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Not the possession of truth, but the effort of struggling to attain it brings joy to the researcher.


Effective research is the trademark of the medical profession. When confronted with the great responsibility of understanding and treating human beings we need as much scientific evidence as possible to render our decision making valid, credible and justifiable.

Research can be defined as ‘a systematic method in which the truth of evidence is based on observing and testing the soundness of conclusions according to consistent rules’1 or, to put it more simply, ‘research is organised curiosity’,2 the end point being new and improved knowledge.

In the medical context the term ‘research’ tends to conjecture bench-type laboratory research. However, the discipline of general practice provides a fertile research area in which to evaluate the morbidity patterns and the nature of common problems in addition to the processes specific to primary health care.

There has been an excellent tradition of research conducted by GPs. Tim Murrell in his paper ‘Nineteenth century masters of general practice’3 describes the contributions of Edward Jenner, Caleb Parry, John Snow, Robert Koch and James MacKenzie, and notes that ‘among the characteristics they shared was their capacity to observe and record natural phenomena, breaking new frontiers of discovery in medicine using an ecological paradigm’.

This tradition was carried into the 20th century by Australian GPs such as Clifford Jungfer, Alan Chancellor, Charles Bridges-Webb, Kevin Cullen and Trevor Beard,4 and now the research activities of the new generation of GPs, academic-based or practice-based, have been taken to a higher level with the development of evidence-based medicine (EBM).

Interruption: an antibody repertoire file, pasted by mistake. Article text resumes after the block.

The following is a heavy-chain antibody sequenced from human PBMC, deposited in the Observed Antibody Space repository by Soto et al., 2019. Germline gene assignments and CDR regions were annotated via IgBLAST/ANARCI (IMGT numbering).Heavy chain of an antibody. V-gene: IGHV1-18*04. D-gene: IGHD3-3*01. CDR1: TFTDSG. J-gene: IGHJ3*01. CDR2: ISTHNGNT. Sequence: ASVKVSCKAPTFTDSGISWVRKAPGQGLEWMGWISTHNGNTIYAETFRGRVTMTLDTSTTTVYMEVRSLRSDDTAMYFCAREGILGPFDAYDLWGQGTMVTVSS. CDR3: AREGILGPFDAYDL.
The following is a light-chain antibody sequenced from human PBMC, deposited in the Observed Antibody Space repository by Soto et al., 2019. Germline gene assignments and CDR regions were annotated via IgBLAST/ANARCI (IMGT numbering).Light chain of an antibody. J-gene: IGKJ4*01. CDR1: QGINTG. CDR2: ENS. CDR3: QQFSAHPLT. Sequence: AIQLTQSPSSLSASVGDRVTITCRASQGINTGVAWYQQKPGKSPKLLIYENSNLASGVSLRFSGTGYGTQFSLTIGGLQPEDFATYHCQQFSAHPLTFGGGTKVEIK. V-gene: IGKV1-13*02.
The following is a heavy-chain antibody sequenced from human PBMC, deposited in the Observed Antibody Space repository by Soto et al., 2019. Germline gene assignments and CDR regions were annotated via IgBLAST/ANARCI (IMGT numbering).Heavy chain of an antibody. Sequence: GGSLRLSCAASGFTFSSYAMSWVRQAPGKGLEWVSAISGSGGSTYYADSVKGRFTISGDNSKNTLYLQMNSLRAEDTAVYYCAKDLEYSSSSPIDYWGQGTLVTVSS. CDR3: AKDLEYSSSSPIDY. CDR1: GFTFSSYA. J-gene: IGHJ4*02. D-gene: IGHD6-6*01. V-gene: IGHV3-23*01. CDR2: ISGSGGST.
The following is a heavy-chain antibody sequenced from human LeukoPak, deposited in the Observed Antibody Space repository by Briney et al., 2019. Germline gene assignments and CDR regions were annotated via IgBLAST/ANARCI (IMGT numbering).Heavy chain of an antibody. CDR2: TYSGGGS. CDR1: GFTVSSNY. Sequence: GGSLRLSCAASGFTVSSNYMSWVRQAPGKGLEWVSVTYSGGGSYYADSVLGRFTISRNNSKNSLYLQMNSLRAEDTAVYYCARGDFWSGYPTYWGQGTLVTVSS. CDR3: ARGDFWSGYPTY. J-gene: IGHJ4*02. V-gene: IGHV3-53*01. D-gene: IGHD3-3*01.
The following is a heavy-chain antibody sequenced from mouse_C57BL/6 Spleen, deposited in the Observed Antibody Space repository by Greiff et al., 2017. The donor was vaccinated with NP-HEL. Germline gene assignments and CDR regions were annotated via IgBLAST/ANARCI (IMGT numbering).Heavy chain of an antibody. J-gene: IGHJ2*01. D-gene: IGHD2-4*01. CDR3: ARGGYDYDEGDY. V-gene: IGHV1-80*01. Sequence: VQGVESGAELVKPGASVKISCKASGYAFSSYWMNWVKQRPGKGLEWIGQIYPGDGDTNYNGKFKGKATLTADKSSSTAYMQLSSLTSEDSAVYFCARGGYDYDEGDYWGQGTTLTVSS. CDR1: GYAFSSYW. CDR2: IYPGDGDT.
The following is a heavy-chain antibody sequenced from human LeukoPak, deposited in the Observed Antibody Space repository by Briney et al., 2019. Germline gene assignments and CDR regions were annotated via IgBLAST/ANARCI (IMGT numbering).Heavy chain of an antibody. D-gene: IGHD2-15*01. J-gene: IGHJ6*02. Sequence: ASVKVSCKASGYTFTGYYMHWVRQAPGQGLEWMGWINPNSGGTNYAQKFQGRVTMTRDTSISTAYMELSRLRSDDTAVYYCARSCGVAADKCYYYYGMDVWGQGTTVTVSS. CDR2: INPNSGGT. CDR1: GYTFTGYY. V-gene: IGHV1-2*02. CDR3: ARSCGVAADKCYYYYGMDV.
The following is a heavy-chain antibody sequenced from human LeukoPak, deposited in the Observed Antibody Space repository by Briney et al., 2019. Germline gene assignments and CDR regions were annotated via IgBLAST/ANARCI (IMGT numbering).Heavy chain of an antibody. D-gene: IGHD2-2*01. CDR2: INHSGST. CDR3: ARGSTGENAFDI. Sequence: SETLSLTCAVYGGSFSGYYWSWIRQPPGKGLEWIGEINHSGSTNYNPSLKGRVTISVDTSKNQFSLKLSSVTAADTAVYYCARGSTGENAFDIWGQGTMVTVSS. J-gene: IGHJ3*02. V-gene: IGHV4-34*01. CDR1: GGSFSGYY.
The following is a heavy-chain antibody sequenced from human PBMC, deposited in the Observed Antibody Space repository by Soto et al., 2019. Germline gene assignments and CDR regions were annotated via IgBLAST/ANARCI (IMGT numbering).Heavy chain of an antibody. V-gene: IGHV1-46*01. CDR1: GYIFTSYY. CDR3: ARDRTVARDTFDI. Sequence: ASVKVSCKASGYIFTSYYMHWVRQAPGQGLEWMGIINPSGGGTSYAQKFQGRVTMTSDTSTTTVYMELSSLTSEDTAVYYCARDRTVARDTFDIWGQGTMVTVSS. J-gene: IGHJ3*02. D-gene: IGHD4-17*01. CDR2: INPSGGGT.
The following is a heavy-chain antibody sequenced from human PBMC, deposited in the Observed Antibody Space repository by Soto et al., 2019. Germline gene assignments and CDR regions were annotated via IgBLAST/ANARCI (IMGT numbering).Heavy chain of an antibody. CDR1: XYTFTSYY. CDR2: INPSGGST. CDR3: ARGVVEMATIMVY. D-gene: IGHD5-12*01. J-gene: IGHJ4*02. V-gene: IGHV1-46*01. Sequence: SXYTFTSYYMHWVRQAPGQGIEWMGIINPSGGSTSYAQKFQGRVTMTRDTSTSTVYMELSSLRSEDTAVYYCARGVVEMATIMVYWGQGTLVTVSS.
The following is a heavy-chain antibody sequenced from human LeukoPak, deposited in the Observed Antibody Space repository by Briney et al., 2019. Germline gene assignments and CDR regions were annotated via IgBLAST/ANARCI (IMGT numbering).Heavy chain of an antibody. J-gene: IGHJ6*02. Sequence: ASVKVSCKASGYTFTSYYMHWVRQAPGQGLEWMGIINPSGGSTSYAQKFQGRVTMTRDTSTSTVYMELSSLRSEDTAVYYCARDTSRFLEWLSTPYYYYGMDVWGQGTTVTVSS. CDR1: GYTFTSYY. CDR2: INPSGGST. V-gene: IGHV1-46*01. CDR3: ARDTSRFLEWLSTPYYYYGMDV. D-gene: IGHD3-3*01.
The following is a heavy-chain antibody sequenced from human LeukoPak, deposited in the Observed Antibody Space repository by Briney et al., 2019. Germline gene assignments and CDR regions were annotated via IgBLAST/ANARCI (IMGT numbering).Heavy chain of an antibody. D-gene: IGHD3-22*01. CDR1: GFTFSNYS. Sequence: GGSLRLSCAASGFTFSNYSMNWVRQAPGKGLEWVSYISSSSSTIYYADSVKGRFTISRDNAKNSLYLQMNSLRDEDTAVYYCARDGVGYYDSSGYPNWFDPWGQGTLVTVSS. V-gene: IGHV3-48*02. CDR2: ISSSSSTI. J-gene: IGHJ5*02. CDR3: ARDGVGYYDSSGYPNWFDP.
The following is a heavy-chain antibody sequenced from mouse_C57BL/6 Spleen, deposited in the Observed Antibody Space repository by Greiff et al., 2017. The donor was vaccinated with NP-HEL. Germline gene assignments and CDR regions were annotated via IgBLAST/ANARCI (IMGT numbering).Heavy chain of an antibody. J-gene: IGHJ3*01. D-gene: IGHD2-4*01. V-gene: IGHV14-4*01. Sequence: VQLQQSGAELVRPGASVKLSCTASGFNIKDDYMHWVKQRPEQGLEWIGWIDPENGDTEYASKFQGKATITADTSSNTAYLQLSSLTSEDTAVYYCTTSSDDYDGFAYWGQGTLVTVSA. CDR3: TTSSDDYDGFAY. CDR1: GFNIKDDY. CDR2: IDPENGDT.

Based on the work of the Cochrane Collaboration and the initiatives of Chris Silagy, Paul Glasziou and Chris Del Mar in particular, research has moved from the relatively ‘pure’ hospital environment to ‘real world’ scenarios which better reflect the circumstances of patients living in the community. Plenty of interventions which seem to work well in sponsored clinical trials are less impressive when measured in general practice. Some other interventions such as lifestyle management turn out to be surprisingly effective once they are accurately measured.

The focus of EBM has been to improve health care and health economics. Its development has gone hand in hand with improved information technology. EBM is inextricably linked to research.

The aim of this chapter is to present a brief overview of research and EBM and, in particular, to encourage GPs, either singly or collectively, to undertake research—simple or sophisticated—and also to publish their work. The benefits of such are well outlined in John Howie's classic text Research in General Practice.5


The basic objective of research is to acquire new knowledge and justification for decision making ...

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